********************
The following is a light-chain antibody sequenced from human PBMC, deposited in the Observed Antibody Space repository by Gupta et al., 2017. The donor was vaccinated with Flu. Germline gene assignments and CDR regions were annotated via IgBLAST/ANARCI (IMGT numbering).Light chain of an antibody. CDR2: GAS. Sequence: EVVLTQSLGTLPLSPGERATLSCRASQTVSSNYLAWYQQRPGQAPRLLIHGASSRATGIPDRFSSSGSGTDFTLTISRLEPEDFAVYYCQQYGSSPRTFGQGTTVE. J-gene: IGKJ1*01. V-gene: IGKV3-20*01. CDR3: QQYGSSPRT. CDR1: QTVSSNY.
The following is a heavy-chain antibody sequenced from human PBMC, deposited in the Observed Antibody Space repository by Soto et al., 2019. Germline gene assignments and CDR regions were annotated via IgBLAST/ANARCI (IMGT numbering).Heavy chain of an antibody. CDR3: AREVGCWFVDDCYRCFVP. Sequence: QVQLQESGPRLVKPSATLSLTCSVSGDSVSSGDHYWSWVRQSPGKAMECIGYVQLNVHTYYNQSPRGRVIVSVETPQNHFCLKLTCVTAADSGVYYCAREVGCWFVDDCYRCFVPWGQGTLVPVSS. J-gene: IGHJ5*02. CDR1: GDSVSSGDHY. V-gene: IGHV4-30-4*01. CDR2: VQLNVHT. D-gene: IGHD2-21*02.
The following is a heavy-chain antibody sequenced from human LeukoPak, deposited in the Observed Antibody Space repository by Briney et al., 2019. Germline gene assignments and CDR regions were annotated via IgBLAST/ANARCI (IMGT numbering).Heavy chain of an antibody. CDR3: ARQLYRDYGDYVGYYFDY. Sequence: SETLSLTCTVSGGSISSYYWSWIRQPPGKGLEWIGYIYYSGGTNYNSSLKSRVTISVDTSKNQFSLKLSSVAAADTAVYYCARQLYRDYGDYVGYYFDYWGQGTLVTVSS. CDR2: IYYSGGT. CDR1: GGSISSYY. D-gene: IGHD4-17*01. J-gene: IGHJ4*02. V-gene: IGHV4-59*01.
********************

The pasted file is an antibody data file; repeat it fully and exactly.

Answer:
The following is a light-chain antibody sequenced from human PBMC, deposited in the Observed Antibody Space repository by Gupta et al., 2017. The donor was vaccinated with Flu. Germline gene assignments and CDR regions were annotated via IgBLAST/ANARCI (IMGT numbering).Light chain of an antibody. CDR2: GAS. Sequence: EVVLTQSLGTLPLSPGERATLSCRASQTVSSNYLAWYQQRPGQAPRLLIHGASSRATGIPDRFSSSGSGTDFTLTISRLEPEDFAVYYCQQYGSSPRTFGQGTTVE. J-gene: IGKJ1*01. V-gene: IGKV3-20*01. CDR3: QQYGSSPRT. CDR1: QTVSSNY.
The following is a heavy-chain antibody sequenced from human PBMC, deposited in the Observed Antibody Space repository by Soto et al., 2019. Germline gene assignments and CDR regions were annotated via IgBLAST/ANARCI (IMGT numbering).Heavy chain of an antibody. CDR3: AREVGCWFVDDCYRCFVP. Sequence: QVQLQESGPRLVKPSATLSLTCSVSGDSVSSGDHYWSWVRQSPGKAMECIGYVQLNVHTYYNQSPRGRVIVSVETPQNHFCLKLTCVTAADSGVYYCAREVGCWFVDDCYRCFVPWGQGTLVPVSS. J-gene: IGHJ5*02. CDR1: GDSVSSGDHY. V-gene: IGHV4-30-4*01. CDR2: VQLNVHT. D-gene: IGHD2-21*02.
The following is a heavy-chain antibody sequenced from human LeukoPak, deposited in the Observed Antibody Space repository by Briney et al., 2019. Germline gene assignments and CDR regions were annotated via IgBLAST/ANARCI (IMGT numbering).Heavy chain of an antibody. CDR3: ARQLYRDYGDYVGYYFDY. Sequence: SETLSLTCTVSGGSISSYYWSWIRQPPGKGLEWIGYIYYSGGTNYNSSLKSRVTISVDTSKNQFSLKLSSVAAADTAVYYCARQLYRDYGDYVGYYFDYWGQGTLVTVSS. CDR2: IYYSGGT. CDR1: GGSISSYY. D-gene: IGHD4-17*01. J-gene: IGHJ4*02. V-gene: IGHV4-59*01.